Editor’s note last week we published this piece by Tami Dooley and it prompted this reply by Levi Denny.
The only certainty in life is that nothing is certain. Knowing that gives us two choices as human beings — we can rely on numbers and probabilities and assess our willingness to take part in something, or we can rely on our hunches and give into our worst fears. Maybe you don’t take a flight and you drive instead because you are afraid of a plane crash, even though you know that driving is statistically far more dangerous than flying since the chance of death is 1 in 98 driving versus 1 in 7,178 flying. College football needs to use the numbers in front of them, be logical, and get on the plane.
Risk assessment by nature is not fun. Just the name in itself lets you know there is risk to the activity you are about to partake in. Knowing where you stand, however, lets you make the best choice possible. Statistically, as of July 23rd, 2020, just under 4 million people in the US have contracted COVID-19. There are 331 million people in the US. That is an infection rate of just over 1%. That 1% encompasses the entire population; the elderly, obese, most at risk included. A great majority of the college football world does not fall into those categories. Certainly some coaches and staff will fall into one of those spaces (Mangino and Bielema are out, so that helps my case) but most of our worry is centered around 18-22 year old healthy young men. You can duckduckgo your way to the obscure cases — the press loves the outlier that grabs clicks — but that is less than one-tenth of the one-percent.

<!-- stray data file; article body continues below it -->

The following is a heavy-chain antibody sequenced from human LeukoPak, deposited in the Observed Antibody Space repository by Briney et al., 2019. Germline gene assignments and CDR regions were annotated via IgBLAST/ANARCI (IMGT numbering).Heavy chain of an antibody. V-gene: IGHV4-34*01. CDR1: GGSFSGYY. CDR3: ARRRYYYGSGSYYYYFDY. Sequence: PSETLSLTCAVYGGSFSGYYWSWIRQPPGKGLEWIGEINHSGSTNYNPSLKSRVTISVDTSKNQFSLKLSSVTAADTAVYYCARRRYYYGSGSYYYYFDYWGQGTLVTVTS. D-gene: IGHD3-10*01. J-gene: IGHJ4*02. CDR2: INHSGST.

With no college football czar, the decision of whether or not to play comes down to each conference, and ultimately the president of each university. I believe it should come down to each athlete. Every single player that steps foot on the field has been made aware of the risks to their health prior to this season, and our current climate has not changed that. Schools should play football, but they should allow each player to decide if they are willing to take the risk associated with playing. Choosing not to play should not result in the loss of a scholarship. Choosing to play a sport on a stage they’ve dreamed of all their life should not be denied.
I have intentionally left the loss of revenue for last. Losing money should not trump the risk; however, there is no denying the loss of football has a far reaching impact across nearly every university in the nation. By only losing Big 10 games, the MAC lost over $10 million dollars in revenue. In total, the Big 10 had nearly $25 million in payments for non-conference games at last check. Central Michigan alone lost $2.5 million. That hit doesn’t just impact the football team. The trickle down effect is undeniable.
America, the universities, and the athletes don’t just want football. They need football. We cannot spend every day and every waking hour living in fear of the unknown when we are aware of the facts. There is one other certainty in life — numbers never lie. The NCAA can’t punt on third and one. It’s time to run the damn ball.
Leave a Reply